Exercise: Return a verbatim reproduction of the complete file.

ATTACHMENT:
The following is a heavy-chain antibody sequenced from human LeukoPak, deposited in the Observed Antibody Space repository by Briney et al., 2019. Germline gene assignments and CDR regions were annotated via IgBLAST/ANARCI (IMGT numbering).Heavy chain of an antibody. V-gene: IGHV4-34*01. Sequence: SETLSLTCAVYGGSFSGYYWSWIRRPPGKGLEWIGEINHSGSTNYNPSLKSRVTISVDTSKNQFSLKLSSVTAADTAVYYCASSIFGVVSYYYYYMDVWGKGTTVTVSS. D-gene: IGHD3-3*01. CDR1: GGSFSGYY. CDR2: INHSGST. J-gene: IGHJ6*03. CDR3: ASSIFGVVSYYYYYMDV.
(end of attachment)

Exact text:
The following is a heavy-chain antibody sequenced from human LeukoPak, deposited in the Observed Antibody Space repository by Briney et al., 2019. Germline gene assignments and CDR regions were annotated via IgBLAST/ANARCI (IMGT numbering).Heavy chain of an antibody. V-gene: IGHV4-34*01. Sequence: SETLSLTCAVYGGSFSGYYWSWIRRPPGKGLEWIGEINHSGSTNYNPSLKSRVTISVDTSKNQFSLKLSSVTAADTAVYYCASSIFGVVSYYYYYMDVWGKGTTVTVSS. D-gene: IGHD3-3*01. CDR1: GGSFSGYY. CDR2: INHSGST. J-gene: IGHJ6*03. CDR3: ASSIFGVVSYYYYYMDV.